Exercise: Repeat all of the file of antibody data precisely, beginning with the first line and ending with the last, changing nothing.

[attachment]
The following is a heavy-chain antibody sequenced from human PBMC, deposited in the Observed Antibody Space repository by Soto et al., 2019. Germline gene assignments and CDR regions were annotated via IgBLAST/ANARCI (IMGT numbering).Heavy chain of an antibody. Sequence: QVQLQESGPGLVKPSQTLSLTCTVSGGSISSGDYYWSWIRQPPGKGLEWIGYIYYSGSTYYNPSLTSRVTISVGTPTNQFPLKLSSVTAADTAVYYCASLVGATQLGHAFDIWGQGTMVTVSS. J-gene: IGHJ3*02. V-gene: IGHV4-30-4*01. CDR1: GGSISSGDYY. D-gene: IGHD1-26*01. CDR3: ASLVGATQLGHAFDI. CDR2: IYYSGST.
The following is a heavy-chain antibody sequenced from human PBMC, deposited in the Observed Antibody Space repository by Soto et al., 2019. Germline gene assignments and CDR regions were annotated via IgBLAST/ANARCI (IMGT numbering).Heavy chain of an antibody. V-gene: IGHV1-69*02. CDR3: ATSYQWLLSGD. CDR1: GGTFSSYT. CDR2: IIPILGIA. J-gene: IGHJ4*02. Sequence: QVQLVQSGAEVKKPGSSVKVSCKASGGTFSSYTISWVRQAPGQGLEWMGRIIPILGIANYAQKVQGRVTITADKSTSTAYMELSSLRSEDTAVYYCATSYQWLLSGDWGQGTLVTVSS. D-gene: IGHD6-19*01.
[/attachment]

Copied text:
The following is a heavy-chain antibody sequenced from human PBMC, deposited in the Observed Antibody Space repository by Soto et al., 2019. Germline gene assignments and CDR regions were annotated via IgBLAST/ANARCI (IMGT numbering).Heavy chain of an antibody. Sequence: QVQLQESGPGLVKPSQTLSLTCTVSGGSISSGDYYWSWIRQPPGKGLEWIGYIYYSGSTYYNPSLTSRVTISVGTPTNQFPLKLSSVTAADTAVYYCASLVGATQLGHAFDIWGQGTMVTVSS. J-gene: IGHJ3*02. V-gene: IGHV4-30-4*01. CDR1: GGSISSGDYY. D-gene: IGHD1-26*01. CDR3: ASLVGATQLGHAFDI. CDR2: IYYSGST.
The following is a heavy-chain antibody sequenced from human PBMC, deposited in the Observed Antibody Space repository by Soto et al., 2019. Germline gene assignments and CDR regions were annotated via IgBLAST/ANARCI (IMGT numbering).Heavy chain of an antibody. V-gene: IGHV1-69*02. CDR3: ATSYQWLLSGD. CDR1: GGTFSSYT. CDR2: IIPILGIA. J-gene: IGHJ4*02. Sequence: QVQLVQSGAEVKKPGSSVKVSCKASGGTFSSYTISWVRQAPGQGLEWMGRIIPILGIANYAQKVQGRVTITADKSTSTAYMELSSLRSEDTAVYYCATSYQWLLSGDWGQGTLVTVSS. D-gene: IGHD6-19*01.